McCormack adds that he, Portes, and Texier established Another Place with the belief that their background as esteemed console developers would give them some kind of head-start in mobile - an assumption he now calls “so naive.”
The reality, he quickly found, was quite the opposite.
“[Console developers] are seen as people who take years to make games that cost a lot of money, which is not what people want to hear when it comes to mobile, especially VCs,” he says.
“It was important for us to prove that we could make a game, release it, and get good reception in 6 months - and we did it.”
Time to grow
Console devs are seen as taking years and lots of money to make games - not what VCs want to hear.John McCormack
With targets met and a line drawn under Dragon Finga as “a great learning experience,” Another Place had shown itself to be a capable mobile studio - and one that wasn't going to retreat to the comforting familiarity of console development anytime soon.
This attracted the interest of Initial Capital and Connect Ventures, who invested in the company in May 2014.
Investment afforded the studio some stability, and the capital to build a team to develop RPGs - which had been the ultimate aim from the studio's inception.
“It works out well if you look at our passion, the team's skillset, and the market; RPG ticks all three boxes,” considers Texier.
Playing its cards right
BattleHand began life, on a conceptual level, as an Eye of the Beholder-style dungeon crawler with Dragon's Lair-inspired visuals.
Opting to avoid direct character control (“too unwieldy” on mobile) and to keep session length as short as possible without resorting to autoplay, Another Place soon arrived at the card-based combat that forms BattleHand as we know it today.
Soft-launched in March 2015 (self-published), the firm learned from its mistakes with Dragon Finga by giving BattleHand “much longer” in soft launch.
This time, it proved far more useful.
“We were capturing a slightly more casual, adventure game audience [in soft launch] than the RPG card players [we were after],” recalls Texier.
This was all well and good for acquiring users, but it wouldn't help BattleHand to retain them over the long term.
“The feedback was suggesting that we needed to go either casual or hardcore,” says Portes. “Being in the middle wouldn't work for the game.”
Now committed to going “the full monty in terms of depth,” Another Place spent May and June “rebuilding entirely.”
“Now we had a goal, we had an audience, we knew what to do - it was very efficient.”
On the dotted line
In September 2015, BattleHand was signed up for a publishing deal by Kongregate. The two companies had been in contact since April, with Another Place reporting “really good chemistry” between them.
We're really happy with the engagment for a game that still has a lot of features to come.Jeremie Texier
BattleHand was finally launched in January 2016, but still has many features yet to be added.
“We're all happy, this is a very solid start,” enthuses Texier.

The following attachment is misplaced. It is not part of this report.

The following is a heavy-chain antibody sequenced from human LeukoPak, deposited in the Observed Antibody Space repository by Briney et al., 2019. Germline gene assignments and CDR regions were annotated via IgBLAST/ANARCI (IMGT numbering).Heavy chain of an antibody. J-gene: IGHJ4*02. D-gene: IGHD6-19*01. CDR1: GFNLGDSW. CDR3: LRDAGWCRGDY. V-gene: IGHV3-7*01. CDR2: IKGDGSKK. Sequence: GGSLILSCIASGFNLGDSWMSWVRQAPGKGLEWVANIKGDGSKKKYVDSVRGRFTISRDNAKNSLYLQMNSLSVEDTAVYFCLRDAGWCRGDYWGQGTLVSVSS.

“We're incredibly happy with the engagement for a game which is currently a single campaign, asynchronous PvP which has no competitive element, and survival mode - there's a lot more to come.”
McCormack may hate the term 'Games-as-a-Service', but he appears to love its implications as Another Place continues to work on its first truly live, connected F2P experience.
“When we were making console games, we were not talking to anybody and then releasing it… it's like a closed world, you're split off a little from the people playing it,” he says.
Now running competitions and getting suggestions direct from the community, that couldn't be more different from the reality Another Place is currently experiencing.
Having successfully escaped the disconnected and creatively stifling world of triple-A to make games on its own terms, Another Place has quickly gone from new kid on the block to a stable, established member of the London development scene.
“If you spend months learning, and release a game before others, then it's turn to return the favour,” says Texier of the collaborative relationship among London's studios.
Originally chosen simply by virtue of its convenient links to both Guildford (where Portes and Texier are still based) and Brighton (McCormack's home), England's capital also offers a number of additional benefits.
As well as boasting far more mobile game studios than the “very console-based” Guildford, it's also home to both Google and Apple, and a convenient place to host potential visitors to the studio from overseas.
The three co-founders behind Another Place have managed to find the freedom they left Lionhead to pursue, and seem very content with the place they have carved out for themselves in mobile development.
The studio has made the console-mobile transition wholeheartedly, with respect and appreciation for free-to-play that shines through in its ethos and its games.
Having learnt much from both Dragon Finga and BattleHand, and with the latter still very much a work in progress, there's a feeling that the best is yet to come for Another Place.